Volkswagen Scirocco Review

Gumtree Rating

4.0 rating

The first Scirocco landed in 1973 before being replaced in 1981 by the Mk2 that ran until 1992 – they were sleek, racy coupes that would garner many admiring glances across those decades. Then it was no more. Until that is, Volkswagen reintroduced its much more curvaceous, modern successor in 2008 which, like its predecessors, ran for around ten years until 2017. This review will focus on this most recent model, which is a great-value small coupe, but if you’re looking for a classic car, earlier versions are well worth a look too.

Check out our review or go to the Scirocco model page to learn more.

What we think about the Volkswagen Scirocco

The Scirocco looks good and drives well, and there are plenty of bargains to be had.



Stylish looks


Handles well


Impressive petrol engines


Not hugely practical

Firm ride

The Volkswagen Scirocco was available in seven trim levels: Scirocco, GT, GT Black edition, R-Line, R-Line Black Edition and (latterly) GTS and R. There were a couple of petrol engines (1.4 and 2.0-litre) with various power outputs and diesel options too.

Driving performance of the Volkswagen Scirocco

Our Driving Rating8 / 10

The Scirocco sits quite low on the road, so feels surefooted through corners. This is helped by a fairly tight suspension which is firm but not uncomfortable. The engines on offer are all solid performers, but the 2.0 TSI, borrowed from the Golf GTI, is the peppiest pick – the diesels have some grunt but are more tourer than sports car. Manual and automatic transmissions also accompany the range of engines, and the driving position is comfortable.

Safety and reliability of the Volkswagen Scirocco

Our Safety Rating7 / 10

Euro NCAP gave the Scirocco a five-star safety rating in 2009, so that’s reassuring. It has to be said, though, that it lacks the safety technology of more modern cars, despite running until 2017. Reliability-wise, this is a Volkswagen and also based on tried-and-tested Golf parts, so it shouldn’t give you much trouble. As it’s a sporty coupe, just stay on the look out for any signs of it being driven too hard by previous owners, such as scuffs and scrapes or engine rattles.

Under the bonnet of the Volkswagen Scirocco

Our Engine Rating9 / 10

An important thing to note about the Scirocco is that there was a lot of variation in engine outputs. This was dependent on both the options chosen and year of release. Generally speaking, the later the model the higher the horse-power, with the highest after 2014, but a test-drive is recommended to feel it for yourself. Petrol engines are either 1.4 or 2.0 TSI units – the smaller engine could feel a little lacking in pace (0-60 mph in 9.7 seconds), so many will prefer the 2.0-litre. The 2.0 diesels were no slouches though, with the higher-output versions accelerating to 60 mph in about 7.5 seconds.

What you'll find in the Volkswagen Scirocco

Our Design Rating8 / 10

The Scirocco looks great and can still hold its own today – no mean feat considering it first appeared in 2009. It had a facelift in 2014 that offered some subtle improvements, but if that’s out of your budget, earlier models are still very desirable. The R version’s meatier appearance (with enhanced bumpers and unique 18-inch alloys) screams sporty without being overpowering. If the extra cost and fuel bills aren’t for you then there’s also an R-Line model, which offers much of the get-up with less of the go.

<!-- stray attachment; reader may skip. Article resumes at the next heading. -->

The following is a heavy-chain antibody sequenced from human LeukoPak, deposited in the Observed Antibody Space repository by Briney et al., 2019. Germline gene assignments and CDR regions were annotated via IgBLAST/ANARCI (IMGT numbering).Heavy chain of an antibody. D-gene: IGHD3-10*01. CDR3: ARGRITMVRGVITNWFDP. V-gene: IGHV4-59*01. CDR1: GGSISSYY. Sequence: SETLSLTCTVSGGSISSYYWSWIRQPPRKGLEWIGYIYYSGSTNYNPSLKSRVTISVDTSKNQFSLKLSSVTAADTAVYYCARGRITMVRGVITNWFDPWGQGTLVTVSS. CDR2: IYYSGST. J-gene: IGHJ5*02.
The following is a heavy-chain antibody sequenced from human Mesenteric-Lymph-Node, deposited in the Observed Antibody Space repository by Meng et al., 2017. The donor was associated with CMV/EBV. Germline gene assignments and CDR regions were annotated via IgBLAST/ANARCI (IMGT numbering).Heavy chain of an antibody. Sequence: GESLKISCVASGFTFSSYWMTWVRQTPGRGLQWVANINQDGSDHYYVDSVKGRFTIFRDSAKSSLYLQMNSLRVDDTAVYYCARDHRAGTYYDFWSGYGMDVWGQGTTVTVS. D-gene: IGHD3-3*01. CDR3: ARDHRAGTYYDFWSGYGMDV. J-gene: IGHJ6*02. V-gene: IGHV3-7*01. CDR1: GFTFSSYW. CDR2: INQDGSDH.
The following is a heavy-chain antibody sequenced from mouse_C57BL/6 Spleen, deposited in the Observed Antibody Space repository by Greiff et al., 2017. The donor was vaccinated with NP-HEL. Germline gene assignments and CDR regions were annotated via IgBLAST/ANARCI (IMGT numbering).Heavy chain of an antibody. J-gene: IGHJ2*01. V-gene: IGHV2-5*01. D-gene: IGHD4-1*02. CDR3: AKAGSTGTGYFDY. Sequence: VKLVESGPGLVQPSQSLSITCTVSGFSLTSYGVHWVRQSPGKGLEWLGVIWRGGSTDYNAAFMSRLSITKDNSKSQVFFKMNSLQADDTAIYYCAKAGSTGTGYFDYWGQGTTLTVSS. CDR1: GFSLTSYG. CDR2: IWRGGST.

Comfort and interiors in the Volkswagen Scirocco

Our Comfort Rating7 / 10

You’re probably not buying a Scirocco for practical reasons, and an accommodating family car it is not – getting a car seat in and out of the back very often won’t be fun. That said, it might surprise you. There’s a fairly sizeable boot, some useful space in the cabin and legroom (if not headroom) in the back is fine – but like most coupes, it can only seat four. The interior is stylish, with a feel of solidity and good quality too.

Volkswagen Scirocco dashboard

What features you'll find in the Volkswagen Scirocco

Our Features Rating7 / 10

Volkswagen improved things over the life of the Scirocco, and it was pretty well-specced when it launched. The infotainment system offered Bluetooth and a (small) touchscreen as standard – it doesn’t stack up with today’s systems but it’ll serve its purpose just fine. All models also had an electronic stability programme (ESP) to help maintain control. Continuing the safety theme of the tech, there’s an automatic application of the hazard lights when you undertake any heavy braking.

What fuel efficiency to expect from the Volkswagen Scirocco

Our Fuel Consumption Rating8 / 10

All of the engines deliver entirely manageable fuel efficiency, particularly considering this is a sports coupe. Unsurprisingly, the diesels offer the best fuel economy, with the lowest-powered unit capable of up to 63 mpg. The 1.4 petrol engine boasted mpg figures in the mid 40s, and the 125 bhp version maxed out at an impressive 52 mpg. Of course, the quicker 2.0-litre TSI was the least efficient (35-38 mpg, dependent on model), excepting the lowest-powered motor, which could reach 46 mpg.

Running costs of the Volkswagen Scirocco

Our Cost Rating7 / 10

Running a Scirocco needn’t be as expensive as it may seem with reasonable fuel economy and a 20,000-mile service schedule. A lot could depend on engine choices here. Servicing costs could be a lot higher when they come thanks to that prestigious VW badge, though you should benefit from the brand’s reliability in terms of the amount of servicing required. Insurance isn’t cheap either, starting at group 18 and going as high as 39 for the R, so these aren’t cars for first-time drivers.

Our verdict of the Volkswagen Scirocco

4.0 rating

4 / 5 Gumtree rating

The Volkswagen Scirocco is a stylish, reliable coupe with plenty of engine options and a lifespan that means it suits a range of budgets.